Government action on holiday pay claims
Recent litigation in the UK involving the proper calculation of holiday pay resulted in many workers having potential claims for historic shortfalls in their holiday pay. Those workers bringing claims for unpaid holiday pay in Tribunal could recover past shortfalls in their pay over an unlimited period, provided there was a series of deductions from their pay and their claim was filed within three months of the last shortfall.
Because of this potentially unlimited period and to limit the impact on businesses, the Government introduced a change to the law which limits such claims filed on or after 1 July 2015 to shortfalls which occurred in the two year period before the claim is filed. For further information, read our briefing.
Tribunal fees regime challenge fails
In 2013 the Government introduced new fees payable by workers and ex-workers wishing to sue their employer in the Employment Tribunal. Previously, making an employment claim was free to claimants and the Government’s aim was to reduce the burden on the taxpayer and encourage disputes to be settled before litigation.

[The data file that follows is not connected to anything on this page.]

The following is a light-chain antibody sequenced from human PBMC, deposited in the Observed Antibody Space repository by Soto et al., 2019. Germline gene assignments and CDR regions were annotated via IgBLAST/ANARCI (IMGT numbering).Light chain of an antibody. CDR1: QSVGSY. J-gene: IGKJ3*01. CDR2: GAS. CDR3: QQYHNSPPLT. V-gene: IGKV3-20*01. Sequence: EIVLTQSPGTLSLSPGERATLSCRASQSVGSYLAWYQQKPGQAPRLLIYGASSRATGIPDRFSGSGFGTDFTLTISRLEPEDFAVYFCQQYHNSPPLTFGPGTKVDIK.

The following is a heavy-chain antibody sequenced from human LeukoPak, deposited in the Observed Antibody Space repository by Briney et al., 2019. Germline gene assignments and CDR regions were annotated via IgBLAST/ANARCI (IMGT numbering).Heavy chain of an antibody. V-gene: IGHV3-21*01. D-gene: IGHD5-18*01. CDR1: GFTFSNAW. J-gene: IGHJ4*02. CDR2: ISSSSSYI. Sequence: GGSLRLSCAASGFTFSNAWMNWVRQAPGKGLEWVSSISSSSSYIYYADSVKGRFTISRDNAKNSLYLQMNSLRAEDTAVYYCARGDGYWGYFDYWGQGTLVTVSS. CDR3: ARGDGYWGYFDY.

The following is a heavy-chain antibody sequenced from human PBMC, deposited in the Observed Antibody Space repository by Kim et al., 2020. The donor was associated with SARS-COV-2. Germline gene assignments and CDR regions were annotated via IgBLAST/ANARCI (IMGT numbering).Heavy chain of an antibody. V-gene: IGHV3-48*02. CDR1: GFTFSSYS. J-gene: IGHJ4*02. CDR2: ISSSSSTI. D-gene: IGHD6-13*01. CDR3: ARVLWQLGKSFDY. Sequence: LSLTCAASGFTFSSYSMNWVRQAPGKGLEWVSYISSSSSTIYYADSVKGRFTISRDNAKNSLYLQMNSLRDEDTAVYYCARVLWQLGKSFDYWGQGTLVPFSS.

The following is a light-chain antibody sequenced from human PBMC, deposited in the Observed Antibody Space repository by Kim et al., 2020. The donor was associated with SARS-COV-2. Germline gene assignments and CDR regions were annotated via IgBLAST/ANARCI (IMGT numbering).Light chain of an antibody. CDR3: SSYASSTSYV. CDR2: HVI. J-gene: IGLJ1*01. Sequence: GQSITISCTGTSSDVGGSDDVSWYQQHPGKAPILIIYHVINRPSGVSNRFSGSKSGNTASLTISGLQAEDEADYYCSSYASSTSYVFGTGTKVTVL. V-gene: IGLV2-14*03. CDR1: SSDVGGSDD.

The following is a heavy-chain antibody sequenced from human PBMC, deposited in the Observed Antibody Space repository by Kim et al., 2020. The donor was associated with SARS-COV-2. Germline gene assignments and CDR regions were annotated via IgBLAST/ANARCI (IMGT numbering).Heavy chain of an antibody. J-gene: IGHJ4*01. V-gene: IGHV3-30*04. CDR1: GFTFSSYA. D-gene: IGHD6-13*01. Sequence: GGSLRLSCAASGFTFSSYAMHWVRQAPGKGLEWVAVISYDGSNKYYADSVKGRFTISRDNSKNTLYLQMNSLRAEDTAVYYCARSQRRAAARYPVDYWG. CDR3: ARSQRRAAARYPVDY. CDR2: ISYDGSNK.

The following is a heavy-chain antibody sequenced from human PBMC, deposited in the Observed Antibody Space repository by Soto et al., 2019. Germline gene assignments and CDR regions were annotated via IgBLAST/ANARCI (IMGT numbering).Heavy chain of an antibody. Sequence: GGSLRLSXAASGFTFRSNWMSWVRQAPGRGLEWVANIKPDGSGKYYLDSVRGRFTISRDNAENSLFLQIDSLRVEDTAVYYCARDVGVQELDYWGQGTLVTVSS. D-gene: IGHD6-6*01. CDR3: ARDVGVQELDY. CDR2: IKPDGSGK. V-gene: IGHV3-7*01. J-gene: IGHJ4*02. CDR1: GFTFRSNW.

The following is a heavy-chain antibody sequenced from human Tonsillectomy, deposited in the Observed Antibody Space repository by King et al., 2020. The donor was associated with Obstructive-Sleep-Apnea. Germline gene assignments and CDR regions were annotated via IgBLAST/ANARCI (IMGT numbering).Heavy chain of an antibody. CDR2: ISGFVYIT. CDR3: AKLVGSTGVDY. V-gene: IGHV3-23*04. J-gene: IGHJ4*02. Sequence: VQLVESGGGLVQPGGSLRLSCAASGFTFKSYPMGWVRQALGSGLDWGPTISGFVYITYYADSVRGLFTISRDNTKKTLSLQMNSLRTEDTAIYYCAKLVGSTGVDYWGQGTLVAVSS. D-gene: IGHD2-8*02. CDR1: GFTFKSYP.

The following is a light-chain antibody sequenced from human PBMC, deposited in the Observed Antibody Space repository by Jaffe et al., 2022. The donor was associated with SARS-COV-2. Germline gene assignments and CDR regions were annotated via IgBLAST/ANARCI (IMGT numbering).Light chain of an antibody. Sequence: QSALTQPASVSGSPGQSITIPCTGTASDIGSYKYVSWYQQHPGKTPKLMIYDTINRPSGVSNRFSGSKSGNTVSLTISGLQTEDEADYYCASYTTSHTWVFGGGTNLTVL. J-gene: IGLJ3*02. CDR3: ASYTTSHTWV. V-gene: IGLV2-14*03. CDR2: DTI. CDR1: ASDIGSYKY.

A trade union took court action to challenge the introduction of fees on the basis that they are “unjust and discriminatory” and prevent many whose rights have been infringed from obtaining redress. This challenge failed last year, however, permission to appeal was granted. Given a possible change of government as a result of the upcoming general election, it remains possible that fees will be reduced or otherwise reformed going forwards.
What’s on the employment agenda in 2015?
A number of employment changes are anticipated in the first half of this year, including a new parental leave regime. For further details, read our briefing. In addition, there are a number of employment cases pending before the courts and Tribunals which have the potential to impact on HR policy and practice – further details are here.